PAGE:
The Importance of “Trilogy”


Imagine that we’re back in the year of 2011. The ripple effect that the 2008 recession had was still touching many, and escaping life’s inevitable beat downs was a way for many people to cope. Pop music was no exception.

The sound of EDM could be heard on the radio, with producers like David Guetta, Avicii and Calvin Harris dominating the charts. This bubbly pop that flooded everyone’s car radio speaker with easy-to-sing hits that encapsulated the naivety of a young teen was an effective distraction.

Beneath the underbelly of this movement, however, there was someone who had no time for distractions. He embraced the toxicity of the partying, drugs and sex that popular music would prefer to glance over — to romanticize, even. No, this lifestyle felt monotonous. You lurked throughout an ominous, smoked-filled room, practically tripping on yourself as you drag yourself towards a wailing voice, with no end to this seductive hell.

On Jan. 2, 2011, Abel Tesfaye, also known as The Weeknd released lead single “What You Need.”

Only two months later, the world of R&B and pop would change forever.

Though underrated and sometimes unrecognized to this day, “House Of Balloons,” as well as the remaining two mixtapes that would come out that year to make the “Trilogy” compilation, commenced a new era of a darker, colder sonic palette. Instead of resenting this self-destructive process of chugging down bottles and chasing an unreachable high, he embraced it all like a black cloak.

This hopelessness can be encapsulated in “Wicked Games,” with its hypnotizing chorus having Tesfaye begging “Bring your love, baby, I could bring my shame / Bring the drugs, baby, I could bring my pain.” Tesfaye understands these themes to be poisonous to his character’s well-being, yet indulges. This cynicism and different kind of romanticization would plague R&B and pop artists, shifting from the dance anthems to become more introverted with touches of gloom.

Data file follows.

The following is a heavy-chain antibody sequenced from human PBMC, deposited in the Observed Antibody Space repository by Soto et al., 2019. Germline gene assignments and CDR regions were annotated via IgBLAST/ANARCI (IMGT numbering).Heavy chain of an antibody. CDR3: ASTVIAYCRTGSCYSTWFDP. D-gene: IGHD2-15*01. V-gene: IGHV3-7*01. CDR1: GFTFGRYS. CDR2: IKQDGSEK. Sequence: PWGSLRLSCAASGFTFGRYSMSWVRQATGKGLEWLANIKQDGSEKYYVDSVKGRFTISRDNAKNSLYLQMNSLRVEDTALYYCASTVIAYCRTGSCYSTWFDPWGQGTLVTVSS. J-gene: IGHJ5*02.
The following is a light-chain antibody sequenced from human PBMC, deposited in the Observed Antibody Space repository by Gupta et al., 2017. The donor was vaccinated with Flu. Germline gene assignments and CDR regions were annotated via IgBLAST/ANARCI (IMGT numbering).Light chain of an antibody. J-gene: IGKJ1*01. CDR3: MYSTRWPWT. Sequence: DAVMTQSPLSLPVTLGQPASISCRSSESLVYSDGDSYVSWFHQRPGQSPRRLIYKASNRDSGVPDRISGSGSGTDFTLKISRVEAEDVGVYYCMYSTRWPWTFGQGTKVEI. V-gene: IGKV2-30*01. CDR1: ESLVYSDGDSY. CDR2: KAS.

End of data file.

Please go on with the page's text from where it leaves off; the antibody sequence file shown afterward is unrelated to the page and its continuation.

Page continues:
“Trilogy”’s emphasis on depressive, atmospheric instrumentals is arguably the most influential piece from these mixtapes. “Thursday,” off the second mixtape, is a desolate wasteland as Tesfaye limps across a barren tundra at a repetitive, almost hypnotic pace. The watery chords that sink with pulsating synth bass are hidden beneath this sparse percussion, sounding like a winter march. “Trilogy” is chalk-full of somber production choices that, at the time, were innovative for the genre of R&B and pop.

The essence of “Trilogy,” however, goes even further.

When Tesfaye released his first mixtapes, his identity was unknown — some were not even sure if The Weeknd was a band or a singular person. The aura of mystery created an intrigue unlike anything else, sparking a new way for artists to create an online persona. To this day, his limited number of interviews, graphic music videos and story-based projects continue to make him the enigmatic character he is.

His influence would first majorly be felt by his direct connections with Drake, who promoted his music on his OVO Radio. From there, much of the production on Drake’s infamous “Take Care” would be handled by The Weeknd, driving this moody R&B to break into the mainstream. Smaller acts like Majid Jordan and PARTYNEXTDOOR (all under Drake’s OVO label) would emulate this sound, as well as larger acts like Rihanna, Future, changing their styles to match that of The Weeknd’s.

In retrospect, it’s unusual to see a mixtape from an unknown artist with an experimental take on alternative R&B and dream-pop to garner such attention and notoriety. Who would’ve known that a crooner from Toronto would change our perception of pop music forever.